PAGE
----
Some of the visual research mainly obtained from Behance, my favorite online gallery since 2011. It’s surprise and exciting to see how other artist articulating their ideas with line and dot expressions.
1. Ildikó Valicsek
A series of fascinating line-weaving textures done by Ildikó Valicsek, whose works was shared by my tutor Barbara Brownies earlier, immediately caught my attention. Valicsek is currently a student studying textile design. She has created several series of beautiful textures, in conjunction with lines and shapes in various materials (Fig. 1 to Fig.5). That’s also a video I found online in which she shared her idea of creating texture in TEDXYouth, it’s a pity that I couldn’t understand the language without the translation. The line textures created generally shows a directional movement. Lots of the units could be perceived as part of whole organization through the law of similarity and law of direction (Wertheimer, 1923, p. 301).
2. Sun Cho
The positive space of the images is formed by thousands of condensed stroked toning while the negative space is kept uninked (Fig.6 to Fig. 9). The flow the texture, served similarly likes visual pathway, shows a movement to lead the audience’s attention.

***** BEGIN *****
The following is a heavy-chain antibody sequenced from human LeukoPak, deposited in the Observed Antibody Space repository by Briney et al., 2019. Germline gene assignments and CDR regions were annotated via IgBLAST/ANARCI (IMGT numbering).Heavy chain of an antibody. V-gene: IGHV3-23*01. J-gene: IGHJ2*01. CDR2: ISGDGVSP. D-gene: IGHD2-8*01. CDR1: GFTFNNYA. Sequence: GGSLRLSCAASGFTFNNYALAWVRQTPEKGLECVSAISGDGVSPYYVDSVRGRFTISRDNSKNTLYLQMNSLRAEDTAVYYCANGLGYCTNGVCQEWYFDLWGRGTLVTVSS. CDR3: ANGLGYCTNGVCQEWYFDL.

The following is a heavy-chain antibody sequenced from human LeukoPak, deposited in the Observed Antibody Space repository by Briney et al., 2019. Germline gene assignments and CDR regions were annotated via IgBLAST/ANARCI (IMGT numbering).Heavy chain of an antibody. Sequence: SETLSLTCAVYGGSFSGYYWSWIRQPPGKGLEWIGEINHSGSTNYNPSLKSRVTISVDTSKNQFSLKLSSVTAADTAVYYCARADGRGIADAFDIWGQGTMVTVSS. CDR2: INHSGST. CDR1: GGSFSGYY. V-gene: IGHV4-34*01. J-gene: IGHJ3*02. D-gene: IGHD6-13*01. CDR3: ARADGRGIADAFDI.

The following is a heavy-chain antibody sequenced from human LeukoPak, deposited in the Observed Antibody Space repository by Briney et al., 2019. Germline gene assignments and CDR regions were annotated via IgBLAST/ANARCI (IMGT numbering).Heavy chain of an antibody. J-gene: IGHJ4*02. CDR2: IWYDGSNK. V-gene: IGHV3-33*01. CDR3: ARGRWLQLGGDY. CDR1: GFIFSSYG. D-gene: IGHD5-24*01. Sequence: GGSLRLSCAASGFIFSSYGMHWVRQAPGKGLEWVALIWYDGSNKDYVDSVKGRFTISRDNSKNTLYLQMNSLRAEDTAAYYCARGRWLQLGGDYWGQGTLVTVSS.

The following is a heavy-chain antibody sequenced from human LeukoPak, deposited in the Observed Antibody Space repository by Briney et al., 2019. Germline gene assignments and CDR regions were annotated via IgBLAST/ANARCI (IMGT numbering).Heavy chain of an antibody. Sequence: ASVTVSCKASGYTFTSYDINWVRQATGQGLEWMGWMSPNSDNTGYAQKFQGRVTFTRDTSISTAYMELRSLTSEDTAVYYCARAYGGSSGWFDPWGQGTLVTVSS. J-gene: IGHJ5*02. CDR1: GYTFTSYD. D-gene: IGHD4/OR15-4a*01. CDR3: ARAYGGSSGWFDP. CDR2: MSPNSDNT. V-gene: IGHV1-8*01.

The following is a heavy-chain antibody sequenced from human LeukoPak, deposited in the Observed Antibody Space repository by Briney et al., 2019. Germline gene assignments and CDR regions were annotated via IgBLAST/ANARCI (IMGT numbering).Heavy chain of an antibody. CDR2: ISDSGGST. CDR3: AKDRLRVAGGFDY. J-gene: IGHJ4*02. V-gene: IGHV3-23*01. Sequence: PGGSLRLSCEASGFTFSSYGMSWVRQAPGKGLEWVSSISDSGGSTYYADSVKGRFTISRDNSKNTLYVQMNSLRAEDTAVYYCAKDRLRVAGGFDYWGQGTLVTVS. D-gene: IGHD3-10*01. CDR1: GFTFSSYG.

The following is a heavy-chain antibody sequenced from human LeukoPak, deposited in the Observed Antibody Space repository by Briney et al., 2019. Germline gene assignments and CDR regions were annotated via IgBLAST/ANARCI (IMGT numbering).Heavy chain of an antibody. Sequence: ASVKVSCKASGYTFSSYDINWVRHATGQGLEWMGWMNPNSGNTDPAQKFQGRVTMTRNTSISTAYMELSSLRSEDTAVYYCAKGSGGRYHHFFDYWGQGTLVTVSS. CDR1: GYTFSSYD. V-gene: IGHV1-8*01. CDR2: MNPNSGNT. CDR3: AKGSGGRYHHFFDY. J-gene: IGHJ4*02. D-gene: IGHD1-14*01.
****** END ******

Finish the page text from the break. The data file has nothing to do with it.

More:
3. Tetiana Kartasheva
The tones found in the illustration, all are painted in tile-liked shading (Fig10 to Fig. 14). Tetiana Kartasheva’s artworks does remind me of Georges Seurat’s A Sunday on La Grande Jatte, whose innovative painting style known as pointillism.
4. Vance Kirkland (1963–1981)
Except of researching for the artists who utilize strokes, I also look for inspirations in using dots. Vance Kirkland’s mastery of dots soon caught my eyes. Kirkland referred his painting style as ‘Designed Realism’, in which he painted the objects in the designed rhythms, mostly with dots, lines and shapes.
Wertheimer, Max (1923) Laws of Organization in Perceptual Forms. Untersuchungen zur Lehre von der Gestalt 2 (4), 301-350, available at https://artstrokez.wordpress.com/2013/10/18/max-wertheimer-laws-of-organization-in-perceptual-form-part-1/ (visited 15/10/13)